I have worked with so many toddlers who terrify their parents with a tendency to bang their heads on the floor when frustrated. Their parent’s first question is almost always “Do you think he could be autistic?”. Sometimes the answer is yes, but it isn’t because of the head banging. It turns out that head…… Continue reading Why Head Banging Doesn’t Mean Your Toddler Is Autistic
Children on the spectrum who scream instead of “using their words” are often perceived as manipulative, on sensory overload, or incapable of better behavior until they learn more language. Try using Dr. Karp’s Fast Food Rule and watch your screaming toddler miraculously find his words. In minutes… or less. This isn’t a guarantee, but…… Continue reading Children with Autism Stop Screaming When You Use The Fast Food Rule to Communicate
Tummy time is terrific, but your baby cannot stay in that position forever, no matter how entertaining you make it, nor how hard he works to lift his head. Side lying is another great position for a young infant, one that is well-known by occupational therapists to give babies unique opportunities for head control, eye-hand…… Continue reading Beyond Tummy Time: The Magic of Side Lying Play for Balance and Vision
This question is the one I have heard repeatedly from parents and birth educators. Here are the facts as I know them: Hunger is natural, hunger is strong in most infants, and hunger is more powerful than the swaddle. In fact, a great way to know if your fussy newborn is hungry or just fussy…… Continue reading Will Swaddling Make it Harder to See Baby’s Hunger Cues?
Now that you know what issues your child have that made toothbrushing difficult, and you have made brush and paste/rinse choices, it is time to think about the influence of timing, the environment, and the approach to the task. I often recommend that families practice skills outside of their natural timing. Let’s face it; running…… Continue reading Special Needs Kids and Toothbrushing, Part 3; The Sensory-Motor Experience and the Behavioral Strategies that Support Success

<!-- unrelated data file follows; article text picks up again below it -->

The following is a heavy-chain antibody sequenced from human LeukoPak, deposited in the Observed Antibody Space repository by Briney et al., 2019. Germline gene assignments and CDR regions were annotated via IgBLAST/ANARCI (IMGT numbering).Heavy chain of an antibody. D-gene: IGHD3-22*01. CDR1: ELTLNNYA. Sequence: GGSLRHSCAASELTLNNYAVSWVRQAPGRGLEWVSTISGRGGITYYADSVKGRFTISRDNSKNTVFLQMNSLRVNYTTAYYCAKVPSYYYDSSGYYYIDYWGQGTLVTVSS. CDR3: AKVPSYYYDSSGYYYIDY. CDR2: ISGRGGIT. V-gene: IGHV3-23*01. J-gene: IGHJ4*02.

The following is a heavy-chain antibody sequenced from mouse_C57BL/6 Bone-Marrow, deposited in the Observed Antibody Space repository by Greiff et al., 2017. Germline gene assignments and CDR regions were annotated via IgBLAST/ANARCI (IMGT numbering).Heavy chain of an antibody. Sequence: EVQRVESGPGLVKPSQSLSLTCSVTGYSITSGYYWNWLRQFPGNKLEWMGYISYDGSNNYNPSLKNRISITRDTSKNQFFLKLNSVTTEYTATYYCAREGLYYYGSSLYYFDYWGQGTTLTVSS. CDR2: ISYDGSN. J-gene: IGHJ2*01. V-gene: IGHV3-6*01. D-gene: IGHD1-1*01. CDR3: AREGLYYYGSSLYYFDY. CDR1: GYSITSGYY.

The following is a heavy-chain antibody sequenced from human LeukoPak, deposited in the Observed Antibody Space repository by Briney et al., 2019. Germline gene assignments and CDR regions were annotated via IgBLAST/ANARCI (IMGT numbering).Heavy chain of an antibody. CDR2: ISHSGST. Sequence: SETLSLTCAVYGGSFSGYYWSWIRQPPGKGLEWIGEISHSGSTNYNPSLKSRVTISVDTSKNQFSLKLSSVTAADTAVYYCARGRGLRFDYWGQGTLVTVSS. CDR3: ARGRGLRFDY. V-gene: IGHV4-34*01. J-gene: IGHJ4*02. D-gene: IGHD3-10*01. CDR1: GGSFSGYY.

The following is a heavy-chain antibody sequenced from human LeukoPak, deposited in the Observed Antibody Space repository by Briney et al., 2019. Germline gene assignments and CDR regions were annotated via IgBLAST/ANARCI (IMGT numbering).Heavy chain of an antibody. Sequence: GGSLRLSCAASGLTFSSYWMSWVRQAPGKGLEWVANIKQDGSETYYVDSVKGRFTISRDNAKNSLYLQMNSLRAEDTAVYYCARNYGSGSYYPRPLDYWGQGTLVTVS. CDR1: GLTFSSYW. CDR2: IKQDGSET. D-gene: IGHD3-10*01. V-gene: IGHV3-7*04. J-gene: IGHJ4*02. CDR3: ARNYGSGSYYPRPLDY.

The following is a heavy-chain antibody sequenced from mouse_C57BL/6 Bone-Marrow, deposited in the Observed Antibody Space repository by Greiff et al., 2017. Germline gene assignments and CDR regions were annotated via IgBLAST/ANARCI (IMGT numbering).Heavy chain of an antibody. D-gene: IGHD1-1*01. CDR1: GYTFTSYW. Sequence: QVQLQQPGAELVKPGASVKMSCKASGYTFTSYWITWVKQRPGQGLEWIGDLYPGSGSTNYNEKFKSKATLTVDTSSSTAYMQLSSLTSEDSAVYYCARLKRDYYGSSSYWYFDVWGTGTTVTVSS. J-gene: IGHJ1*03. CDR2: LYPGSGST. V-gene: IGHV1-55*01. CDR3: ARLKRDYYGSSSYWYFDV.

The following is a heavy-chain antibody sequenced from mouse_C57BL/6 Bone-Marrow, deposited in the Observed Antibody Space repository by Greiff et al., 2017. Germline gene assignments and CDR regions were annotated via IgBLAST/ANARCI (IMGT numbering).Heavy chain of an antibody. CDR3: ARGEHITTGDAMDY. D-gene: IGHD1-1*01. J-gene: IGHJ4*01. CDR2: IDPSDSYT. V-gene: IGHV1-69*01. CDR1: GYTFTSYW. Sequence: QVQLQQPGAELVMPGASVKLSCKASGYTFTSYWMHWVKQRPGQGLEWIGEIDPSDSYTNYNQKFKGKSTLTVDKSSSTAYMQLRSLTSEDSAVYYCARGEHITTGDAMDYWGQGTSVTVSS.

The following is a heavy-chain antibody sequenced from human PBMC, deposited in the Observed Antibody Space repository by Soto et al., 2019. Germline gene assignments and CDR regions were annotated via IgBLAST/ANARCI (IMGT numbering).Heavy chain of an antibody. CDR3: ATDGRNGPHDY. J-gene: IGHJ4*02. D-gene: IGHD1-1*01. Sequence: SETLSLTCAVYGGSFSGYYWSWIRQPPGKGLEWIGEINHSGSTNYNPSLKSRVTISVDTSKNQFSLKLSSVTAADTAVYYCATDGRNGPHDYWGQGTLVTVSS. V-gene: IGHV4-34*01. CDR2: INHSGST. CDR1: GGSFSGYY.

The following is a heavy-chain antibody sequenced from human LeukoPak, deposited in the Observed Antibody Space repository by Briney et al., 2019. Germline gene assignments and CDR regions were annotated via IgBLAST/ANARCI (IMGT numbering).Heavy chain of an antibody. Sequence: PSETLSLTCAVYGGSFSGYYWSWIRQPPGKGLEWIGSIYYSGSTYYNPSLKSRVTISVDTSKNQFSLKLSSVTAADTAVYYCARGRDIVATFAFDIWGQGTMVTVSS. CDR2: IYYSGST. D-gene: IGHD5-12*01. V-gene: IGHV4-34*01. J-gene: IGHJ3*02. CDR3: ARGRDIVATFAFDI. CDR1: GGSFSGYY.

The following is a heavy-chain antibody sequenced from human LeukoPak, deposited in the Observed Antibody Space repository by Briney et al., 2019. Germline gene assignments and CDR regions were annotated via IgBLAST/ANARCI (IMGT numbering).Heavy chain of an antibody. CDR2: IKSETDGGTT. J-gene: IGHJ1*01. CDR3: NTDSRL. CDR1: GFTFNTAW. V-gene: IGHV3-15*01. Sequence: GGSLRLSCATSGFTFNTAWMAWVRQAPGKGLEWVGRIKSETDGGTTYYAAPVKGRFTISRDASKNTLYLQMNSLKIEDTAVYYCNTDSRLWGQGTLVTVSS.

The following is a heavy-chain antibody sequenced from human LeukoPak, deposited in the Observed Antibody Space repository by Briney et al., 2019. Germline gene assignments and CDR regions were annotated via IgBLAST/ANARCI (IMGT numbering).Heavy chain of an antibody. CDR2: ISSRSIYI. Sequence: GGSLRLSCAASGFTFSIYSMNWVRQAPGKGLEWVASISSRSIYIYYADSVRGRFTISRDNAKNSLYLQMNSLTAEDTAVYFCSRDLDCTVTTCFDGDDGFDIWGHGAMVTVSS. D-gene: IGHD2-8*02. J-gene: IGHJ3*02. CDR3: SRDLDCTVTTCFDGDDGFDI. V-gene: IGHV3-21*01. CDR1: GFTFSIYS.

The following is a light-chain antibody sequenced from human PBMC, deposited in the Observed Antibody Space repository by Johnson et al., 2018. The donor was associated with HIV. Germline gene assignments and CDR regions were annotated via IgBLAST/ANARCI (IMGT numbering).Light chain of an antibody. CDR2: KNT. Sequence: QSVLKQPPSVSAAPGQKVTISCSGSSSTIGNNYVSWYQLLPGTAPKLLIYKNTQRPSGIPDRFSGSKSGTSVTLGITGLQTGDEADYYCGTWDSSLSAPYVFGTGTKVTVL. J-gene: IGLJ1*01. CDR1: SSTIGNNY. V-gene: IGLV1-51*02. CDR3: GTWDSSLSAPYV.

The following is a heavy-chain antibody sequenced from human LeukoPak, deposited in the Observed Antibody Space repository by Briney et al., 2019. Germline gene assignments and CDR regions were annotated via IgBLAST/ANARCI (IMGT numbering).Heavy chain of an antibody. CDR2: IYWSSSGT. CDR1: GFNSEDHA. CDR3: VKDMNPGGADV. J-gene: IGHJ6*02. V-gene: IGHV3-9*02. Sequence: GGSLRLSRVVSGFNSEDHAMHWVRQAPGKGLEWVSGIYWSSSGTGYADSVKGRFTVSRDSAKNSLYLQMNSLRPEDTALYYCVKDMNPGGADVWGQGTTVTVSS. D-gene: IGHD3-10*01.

Once you have recognized the issues that contribute to your child’s difficulties, it is time to think about what brushes and toothpastes you are using. The choices you make could improve or aggravate your situation. Toothbrushes come in a wide range of styles and designs. Motorized toothbrushes frighten some kids but enchant others. Sensory…… Continue reading Special Needs Kids and Toothbrushing, Part 2: Selecting Your Tools for Success
Brushing your child’s teeth and/or teaching them to brush can seem overwhelming. Toddlers with special needs are even more likely than typically developing kids to throw monumental fits when the toothbrush comes out. Parents can tell themselves that this isn’t the issue to battle over tonight. Or the next night. Or tomorrow morning. It can…… Continue reading Kids With Sensory Differences and Toothbrushing, Part 1: What You Need to Know
Handwriting seems like first important fine motor skill a child learns. Maybe not. There is a reason that every preschool fine motor evaluation includes the ability to use a scissor. This skill is indicative of a wide range of visual-motor milestones. The list starts with the ability to move both hands effectively while centered around…… Continue reading Why Learning to Cut With Scissors Matters